We have assisted hundreds of strata corporations in the collection of outstanding strata fees and special levies. Often, when collection files come to us, the strata corporation has already filed a Form G – Certificate of Lien. Usually, the Form G – Certificate of Lien included all of the amounts owing by the owner to the strata corporation as of the date of its filing at the Land Title Office. This means that we regularly see Form G – Certificate of Liens that include the following:
- Fines for bylaw infractions;
- Late fees;
- Insurance deductible charge backs;
- Other charge backs;
- NSF charges.
Normally, when this occurred, we recognized the error and ensured that all affected parties were made aware of the fact that the strata corporation was not claiming priority over these amounts in the course of the legal proceedings taken to force the sale of the owner’s strata lot. We also assumed that the Form G – Certificate of Lien, although it included improper amounts, was valid so long as there were amounts owing that were permitted to be included. This approach was upheld by the Judge in The Owners, Strata Plan VR 386 v. Chu (unreported) Vancouver Registry No. L051770. In that case, the Judge made a distinction between the amount being claimed and the amount found to be owing. In essence, the Judge said that the amount claimed is what is included in the Form G – Certificate of Lien, while it is up to the Judge to determine the actual amount owing under the Form G – Certificate of Lien. Therefore, since the Judge has the authority to reduce the amount claimed by deducting such amounts as fines, late fees, etc., the Form G – Certificate of Lien would still be valid.
More recently, however, the Court has come to the opposite conclusion. In essence, the Master in Strata Plan VR 386 v. Luttrell, 2009 BCSC 1680, determined that there was no distinction between the amounts claimed and owed on the Form G – Certificate of Lien. Then, the Master concluded that the Form G – Certificate of Lien was invalid because it contained fines. As a result, the strata corporation was not entitled to an Order for Sale and would have to go through the expense of a new application to obtain judgment for the amounts owing and to obtain the order for sale.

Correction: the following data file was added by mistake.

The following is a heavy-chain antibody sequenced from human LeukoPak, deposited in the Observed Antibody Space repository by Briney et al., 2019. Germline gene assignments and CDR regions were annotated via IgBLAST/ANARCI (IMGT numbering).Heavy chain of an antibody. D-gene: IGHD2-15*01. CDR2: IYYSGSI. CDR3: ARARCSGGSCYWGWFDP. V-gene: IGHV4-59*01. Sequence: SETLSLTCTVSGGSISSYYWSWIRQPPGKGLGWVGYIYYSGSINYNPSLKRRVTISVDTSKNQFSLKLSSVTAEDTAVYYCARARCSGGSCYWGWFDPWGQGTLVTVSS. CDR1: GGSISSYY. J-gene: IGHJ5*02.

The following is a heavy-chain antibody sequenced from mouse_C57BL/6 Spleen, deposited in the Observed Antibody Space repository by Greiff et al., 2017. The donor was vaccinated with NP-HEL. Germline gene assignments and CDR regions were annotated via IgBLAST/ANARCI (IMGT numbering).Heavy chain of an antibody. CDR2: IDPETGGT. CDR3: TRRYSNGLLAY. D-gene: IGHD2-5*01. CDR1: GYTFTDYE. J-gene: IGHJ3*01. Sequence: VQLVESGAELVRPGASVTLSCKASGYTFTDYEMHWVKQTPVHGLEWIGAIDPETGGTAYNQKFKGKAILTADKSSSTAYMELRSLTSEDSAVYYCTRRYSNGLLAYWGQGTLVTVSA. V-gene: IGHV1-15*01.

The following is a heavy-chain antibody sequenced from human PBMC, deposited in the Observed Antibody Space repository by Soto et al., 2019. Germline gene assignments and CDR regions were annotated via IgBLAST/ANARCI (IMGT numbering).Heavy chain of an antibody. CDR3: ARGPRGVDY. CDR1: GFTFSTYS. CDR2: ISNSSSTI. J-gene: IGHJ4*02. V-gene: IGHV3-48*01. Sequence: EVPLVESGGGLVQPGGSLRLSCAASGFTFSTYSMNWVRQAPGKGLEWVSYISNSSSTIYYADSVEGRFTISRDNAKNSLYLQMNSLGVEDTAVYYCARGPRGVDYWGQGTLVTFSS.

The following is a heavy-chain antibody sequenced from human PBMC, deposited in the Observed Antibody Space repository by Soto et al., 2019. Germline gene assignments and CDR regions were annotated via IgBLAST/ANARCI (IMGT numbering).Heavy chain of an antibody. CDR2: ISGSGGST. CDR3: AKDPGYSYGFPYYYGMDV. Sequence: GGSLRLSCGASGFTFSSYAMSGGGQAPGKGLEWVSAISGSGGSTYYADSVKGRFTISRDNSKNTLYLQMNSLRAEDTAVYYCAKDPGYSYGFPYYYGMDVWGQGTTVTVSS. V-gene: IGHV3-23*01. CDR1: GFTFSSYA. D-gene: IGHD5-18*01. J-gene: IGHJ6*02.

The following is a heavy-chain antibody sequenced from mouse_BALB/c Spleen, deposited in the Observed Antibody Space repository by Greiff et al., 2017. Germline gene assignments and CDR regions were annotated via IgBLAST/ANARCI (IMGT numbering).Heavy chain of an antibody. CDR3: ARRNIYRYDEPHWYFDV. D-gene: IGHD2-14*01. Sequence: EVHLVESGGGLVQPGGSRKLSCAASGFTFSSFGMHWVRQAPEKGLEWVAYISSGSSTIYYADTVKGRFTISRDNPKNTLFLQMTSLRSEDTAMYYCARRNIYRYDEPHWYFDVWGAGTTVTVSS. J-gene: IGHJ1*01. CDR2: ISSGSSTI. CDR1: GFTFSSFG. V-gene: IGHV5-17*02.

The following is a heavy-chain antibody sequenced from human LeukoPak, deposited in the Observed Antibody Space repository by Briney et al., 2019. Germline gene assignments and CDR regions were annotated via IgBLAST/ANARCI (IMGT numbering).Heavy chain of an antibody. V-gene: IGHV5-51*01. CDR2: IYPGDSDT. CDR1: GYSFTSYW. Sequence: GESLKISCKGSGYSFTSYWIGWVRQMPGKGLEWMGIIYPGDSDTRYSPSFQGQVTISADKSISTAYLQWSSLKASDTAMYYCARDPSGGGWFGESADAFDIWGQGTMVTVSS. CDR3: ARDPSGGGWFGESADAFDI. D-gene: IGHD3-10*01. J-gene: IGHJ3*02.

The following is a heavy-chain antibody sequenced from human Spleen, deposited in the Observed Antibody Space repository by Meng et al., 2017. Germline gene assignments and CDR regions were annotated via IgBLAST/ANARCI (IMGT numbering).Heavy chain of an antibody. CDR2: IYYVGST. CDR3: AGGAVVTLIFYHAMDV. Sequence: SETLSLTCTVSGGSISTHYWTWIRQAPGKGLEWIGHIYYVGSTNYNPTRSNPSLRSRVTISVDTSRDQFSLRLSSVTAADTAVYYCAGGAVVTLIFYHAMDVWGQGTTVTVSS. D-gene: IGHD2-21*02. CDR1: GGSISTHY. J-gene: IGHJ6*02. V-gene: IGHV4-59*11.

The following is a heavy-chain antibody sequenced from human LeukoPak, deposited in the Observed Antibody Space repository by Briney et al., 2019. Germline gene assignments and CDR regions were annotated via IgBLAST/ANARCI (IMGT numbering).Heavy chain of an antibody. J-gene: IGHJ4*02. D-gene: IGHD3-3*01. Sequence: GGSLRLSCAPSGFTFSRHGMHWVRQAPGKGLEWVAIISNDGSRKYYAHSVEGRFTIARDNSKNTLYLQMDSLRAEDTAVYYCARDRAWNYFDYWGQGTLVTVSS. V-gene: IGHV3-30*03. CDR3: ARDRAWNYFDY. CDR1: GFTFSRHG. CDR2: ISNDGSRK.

In future, when strata corporations provides us instructions to initiate forced sale proceedings, we will also have to look closely at the Form G – Certificate of Lien that has been filed. If it contains amounts that should not be included, we will discharge the Form G – Certificate of Lien and re-file a new one that is correct. Unfortunately, the strata corporation will not be able to recover the costs of filing the incorrect Form G – Certificate of Lien and discharging it.
As a result of the Strata Plan VR 386 v. Luttrell decision, a prudent and cautious strata corporation will need to ensure that a Form G – Certificate of Lien only includes those amounts permitted by operation of section 107, 108 and 116(1), which are:
- strata fees;
- special levies;
- interest on strata fees and interest on special levies provided there is a bylaw that permits the charging of interest and the rate charged does not exceed the maximum rate permitted in the Regulation, which currently is 10% per year compounded annually;
- reimbursement of the cost of the work referred to in section 85; and
- the strata lot’s share of a judgment against the strata corporation.
If the Form G – Certificate of Lien includes any amounts other than the above, the strata corporation runs the risk of having the lien declared invalid in forced sale proceedings.